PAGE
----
Dodd will probably have language in his bill that empowers regulators to order restructuring moves at large firms in distress. That could include shutting down proprietary trading desks as well as hedge fund and private equity operations, like those targeted by the rule proposed by the president and White House economic adviser Paul Volcker.
Similar language is already included in the House bill.
Legislation has been introduced in the Senate to apply the rule to banks and large nonbank financial institutions.
* OVER-THE-COUNTER DERIVATIVES
Imposing a new set of rules on the unpoliced $450 trillion OTC derivatives market, including credit default swaps, is a provision "that's got to be" in the bill, Dodd has said.
Obama has called for forcing as much traffic as possible in the market through exchanges, equivalent electronic trading platforms or, at least, central clearinghouses.
The handful of Wall Street firms -- Goldman Sachs, JPMorgan Chase, Citigroup, Bank of America and Morgan Stanley -- that dominate the market have fought increased oversight.
The House bill included new regulations for OTC derivatives, but exempted a wide range of end-users of the financial contracts from mandatory central clearing. The draft unveiled by Dodd in November a narrow scope for exemptions.
* EXECUTIVE PAY AND SHAREHOLDER RIGHTS
Two senators, Democratic Senator Charles Schumer and Republican Senator Mike Crapo, assigned by Dodd to work out a bipartisan compromise on these issues have so far failed to do so.
They are in a deadlock, the details of which are unclear.
The dispute threatens proposals that would give shareholders more say on executive pay, more clout in electing directors and more compensation committee independence.
The House bill called for letting shareholders cast annual, non-binding votes on executive pay.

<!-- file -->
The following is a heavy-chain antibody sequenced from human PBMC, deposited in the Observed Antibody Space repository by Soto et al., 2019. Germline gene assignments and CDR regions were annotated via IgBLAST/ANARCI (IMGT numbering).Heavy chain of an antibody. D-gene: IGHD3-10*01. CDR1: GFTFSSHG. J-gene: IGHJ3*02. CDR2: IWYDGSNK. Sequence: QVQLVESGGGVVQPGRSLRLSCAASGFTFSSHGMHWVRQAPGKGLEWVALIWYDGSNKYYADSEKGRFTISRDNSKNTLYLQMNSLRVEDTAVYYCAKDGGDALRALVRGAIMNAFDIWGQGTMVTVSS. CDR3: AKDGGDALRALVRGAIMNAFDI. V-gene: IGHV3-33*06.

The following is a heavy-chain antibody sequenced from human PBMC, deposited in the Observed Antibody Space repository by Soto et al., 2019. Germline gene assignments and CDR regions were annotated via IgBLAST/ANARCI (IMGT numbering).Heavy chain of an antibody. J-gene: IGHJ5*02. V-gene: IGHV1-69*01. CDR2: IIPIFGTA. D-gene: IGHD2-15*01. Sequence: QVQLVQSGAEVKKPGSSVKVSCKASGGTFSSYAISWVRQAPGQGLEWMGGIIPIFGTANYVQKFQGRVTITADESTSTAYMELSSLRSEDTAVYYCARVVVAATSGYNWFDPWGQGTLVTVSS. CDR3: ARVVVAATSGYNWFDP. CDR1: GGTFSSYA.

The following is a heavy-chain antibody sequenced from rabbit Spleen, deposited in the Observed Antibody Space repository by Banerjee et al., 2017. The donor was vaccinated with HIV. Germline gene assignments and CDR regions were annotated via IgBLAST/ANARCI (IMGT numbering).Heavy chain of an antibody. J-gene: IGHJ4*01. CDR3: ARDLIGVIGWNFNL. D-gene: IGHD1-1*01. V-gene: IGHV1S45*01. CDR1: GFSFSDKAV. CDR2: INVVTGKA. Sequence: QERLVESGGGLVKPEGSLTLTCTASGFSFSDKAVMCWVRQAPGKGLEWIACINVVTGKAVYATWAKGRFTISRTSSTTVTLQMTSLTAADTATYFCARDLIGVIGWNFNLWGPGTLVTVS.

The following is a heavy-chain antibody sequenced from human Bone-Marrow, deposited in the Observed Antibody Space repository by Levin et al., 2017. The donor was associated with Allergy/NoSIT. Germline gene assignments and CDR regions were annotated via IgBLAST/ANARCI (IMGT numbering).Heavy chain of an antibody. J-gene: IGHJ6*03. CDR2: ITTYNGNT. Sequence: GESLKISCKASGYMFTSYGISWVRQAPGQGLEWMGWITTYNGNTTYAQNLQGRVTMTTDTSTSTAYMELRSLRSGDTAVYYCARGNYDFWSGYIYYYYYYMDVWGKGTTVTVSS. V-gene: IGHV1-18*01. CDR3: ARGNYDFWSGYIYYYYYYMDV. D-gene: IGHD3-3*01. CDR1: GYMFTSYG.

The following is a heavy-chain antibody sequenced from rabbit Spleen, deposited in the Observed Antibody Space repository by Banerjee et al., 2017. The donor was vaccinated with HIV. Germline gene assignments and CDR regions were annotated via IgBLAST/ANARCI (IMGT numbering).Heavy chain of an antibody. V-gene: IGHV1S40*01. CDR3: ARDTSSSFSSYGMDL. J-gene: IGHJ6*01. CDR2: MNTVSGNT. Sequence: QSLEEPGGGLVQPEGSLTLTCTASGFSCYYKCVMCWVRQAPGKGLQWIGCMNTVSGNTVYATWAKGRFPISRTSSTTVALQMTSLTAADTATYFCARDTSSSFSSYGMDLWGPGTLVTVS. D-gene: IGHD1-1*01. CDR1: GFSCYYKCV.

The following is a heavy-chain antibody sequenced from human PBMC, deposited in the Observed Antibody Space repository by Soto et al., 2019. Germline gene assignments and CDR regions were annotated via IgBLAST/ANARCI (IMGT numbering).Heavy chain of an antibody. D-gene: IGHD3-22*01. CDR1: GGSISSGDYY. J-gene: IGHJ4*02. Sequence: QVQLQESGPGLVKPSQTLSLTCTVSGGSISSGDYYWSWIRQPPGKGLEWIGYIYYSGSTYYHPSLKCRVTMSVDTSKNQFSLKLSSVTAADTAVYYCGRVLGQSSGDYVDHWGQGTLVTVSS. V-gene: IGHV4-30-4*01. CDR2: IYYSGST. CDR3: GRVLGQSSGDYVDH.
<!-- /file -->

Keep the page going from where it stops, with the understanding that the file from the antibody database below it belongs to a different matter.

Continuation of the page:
The House also endorsed empowering the Securities and Exchange Commission to write rules giving shareholders access to proxy statements for nominating corporate directors.
* SYSTEMIC RISK REGULATION
Most Democrats and Republicans agree on the need for a new regulator to monitor the financial landscape and spot threats to stability before they worsen and cause the next crisis.
The idea of a council of agency heads to do this has wide support, despite reservations within the administration, which proposed last year that the Fed take on the job.
The House bill proposed an inter-agency council chaired by the Treasury, with the Fed as its chief policy agent.
Dodd will likely also recommend a systemic risk council. His inclination to make the Treasury secretary the council's chairman faces some resistance from lawmakers who fear the secretary could politicize the council.
* HEDGE FUNDS
The Dodd bill is likely to require hedge funds to register with the government, but not venture capital funds or private equity funds, as Dodd had proposed in November.
The House bill called for registration of hedge funds worth $150 million or more. Dodd's cut-off level was $100 million.
The House bill exempted venture capital funds from full registration, while specifically requiring registration by offshore funds, while the Dodd bill did not.